Olivia Newport Red FI get an F in reading. You probably do too.

I read lots of books. And blogs. And magazines. And online articles. (Newspapers, not so much.)

And I get an F.

We’ve turned into a culture of scanners. We might read the first two or three lines of a piece of writing. After that, we read less and less of the lines that follow. Our scanning ends up in the shape of an F.

A couple of years ago, I read a book called The Shallows: What the Internet is Doing to Our Brains by Nicholas Carr. I don’t typically keep extensive notes on books I read, but I did on this one. It fascinated me. Here’s one of the quotes I saved.

“The ability to skim text is every bit as important as the ability to read deeply. What is different, and troubling, is that skimming is becoming our dominant mode of reading. Once a mean to an end, a way to identify information for deeper study, scanning is becoming an end in itselfโ€”our preferred way of gathering and making sense of information of all sorts” (p. 138).

As a writer, perhaps I should be perturbed by this research conclusion. As a reader, though, I’m guilty as charged.

Other writers have a small window of opportunity to capture my attention and lure me into a fuller experience, whether fiction or non-fiction. The fact that I know this is true for me certainly convicts me that I don’t have long to pull readers in, either.

So two questions.

1. How many people are still reading at this point in my post?

2. What do you think this reality means for the future of books?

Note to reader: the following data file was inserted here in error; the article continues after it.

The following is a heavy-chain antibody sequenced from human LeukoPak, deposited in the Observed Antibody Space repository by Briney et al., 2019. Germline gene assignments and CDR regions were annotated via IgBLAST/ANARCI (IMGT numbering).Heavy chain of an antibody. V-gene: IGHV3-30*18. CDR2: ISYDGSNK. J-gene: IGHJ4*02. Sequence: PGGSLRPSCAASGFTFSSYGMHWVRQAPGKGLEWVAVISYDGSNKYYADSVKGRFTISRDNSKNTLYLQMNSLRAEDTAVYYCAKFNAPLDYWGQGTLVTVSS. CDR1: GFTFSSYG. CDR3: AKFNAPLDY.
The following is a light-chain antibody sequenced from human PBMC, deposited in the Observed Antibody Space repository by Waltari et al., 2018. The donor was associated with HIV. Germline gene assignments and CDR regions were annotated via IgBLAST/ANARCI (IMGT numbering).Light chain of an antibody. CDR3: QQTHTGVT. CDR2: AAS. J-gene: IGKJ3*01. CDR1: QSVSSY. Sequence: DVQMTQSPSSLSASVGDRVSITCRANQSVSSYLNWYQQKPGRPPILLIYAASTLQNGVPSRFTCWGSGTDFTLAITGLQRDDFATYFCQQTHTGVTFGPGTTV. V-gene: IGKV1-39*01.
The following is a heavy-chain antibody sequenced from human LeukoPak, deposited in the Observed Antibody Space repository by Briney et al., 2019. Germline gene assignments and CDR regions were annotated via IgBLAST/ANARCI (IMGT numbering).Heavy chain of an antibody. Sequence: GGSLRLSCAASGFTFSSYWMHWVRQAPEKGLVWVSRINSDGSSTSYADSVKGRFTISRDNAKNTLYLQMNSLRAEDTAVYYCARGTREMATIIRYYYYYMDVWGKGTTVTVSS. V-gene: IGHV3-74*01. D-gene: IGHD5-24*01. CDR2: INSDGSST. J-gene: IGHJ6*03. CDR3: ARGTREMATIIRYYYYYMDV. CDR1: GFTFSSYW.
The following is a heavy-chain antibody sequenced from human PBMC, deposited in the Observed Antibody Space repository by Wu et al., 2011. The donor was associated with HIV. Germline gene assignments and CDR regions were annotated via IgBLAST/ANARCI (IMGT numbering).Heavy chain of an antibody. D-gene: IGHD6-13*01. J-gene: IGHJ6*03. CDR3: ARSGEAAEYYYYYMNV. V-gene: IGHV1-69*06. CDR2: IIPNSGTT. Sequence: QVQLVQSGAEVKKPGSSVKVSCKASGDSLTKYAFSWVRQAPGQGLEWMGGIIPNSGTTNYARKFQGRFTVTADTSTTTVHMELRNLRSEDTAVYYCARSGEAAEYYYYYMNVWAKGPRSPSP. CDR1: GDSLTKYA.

In the meantime, I am still at work on the Avenue of Dreams and Valley of Choice series. Maybe I’ll beat the odds.





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  1. Kara on the October 17, 2012 remarked #

    1st- I read all the way through! ๐Ÿ™‚

    2nd- I’m not certain. But I can say that I’m guilty as charged also. A friend commented recently that she couldn’t believe I’d read a book so quickly. After I thought about it, I told her that part of it was that I don’t read every word and sometimes not even every line. I will also say this, I listened to Lucy Banning on audiobook in my car, and it took me a little bit of time to adjust to hearing every single word out loud. I realized that I wouldn’t normally read every word. (Not to worry, I ended up enjoying every single minute of your story. ๐Ÿ™‚ But I had never really thought about how I read and how quickly before. You make some very good points.

    Okay, sorry for a wordy post. I’m so bad at that. ๐Ÿ™‚

    • Olivia Newport on the October 17, 2012 remarked #

      Thanks for hanging in there all the way through, Kara!
      I love listening to audiobooks, but, like you, at times I am aware that I would probably be flipping pages. I do so love a book that makes make want to read or hear every word.

  2. Rel Mollet on the October 17, 2012 remarked #

    Hey Olivia – yep, I read to the end of the post ๐Ÿ™‚

    I’ve always been a fast reader which does mean I have always scanned (rather than skimmed! Semantics?!)rather than read each individual word. It stood me in good stead during my university degrees and now as a reviewer as I can get through a book in a few hours. So it is hard for me to know if I’m taking less in now than I did in the past – it has been a natural reading process for me. It’s how I read and I suppose given I passed all my uni subjects I must have been taking something in!

    That said, one thing I have noticed since beginning to read newspapers online rather than on paper, there are a lot more typos sneaking in so editors are not as particular either!

    • Olivia Newport on the October 17, 2012 remarked #

      I’m sure a lot of us got through our degrees that way! The same author I cited says that writing (and publishing) used to be about expressing learning and original thought, and now the vast majority of writing is social media and communication, i.e., texting. Writing used to be static–once in print, it didn’t change. Now it’s fluid. It can always be fixed. That’s perhaps one reason why more and more people tolerate typos! That is speculation for another post.

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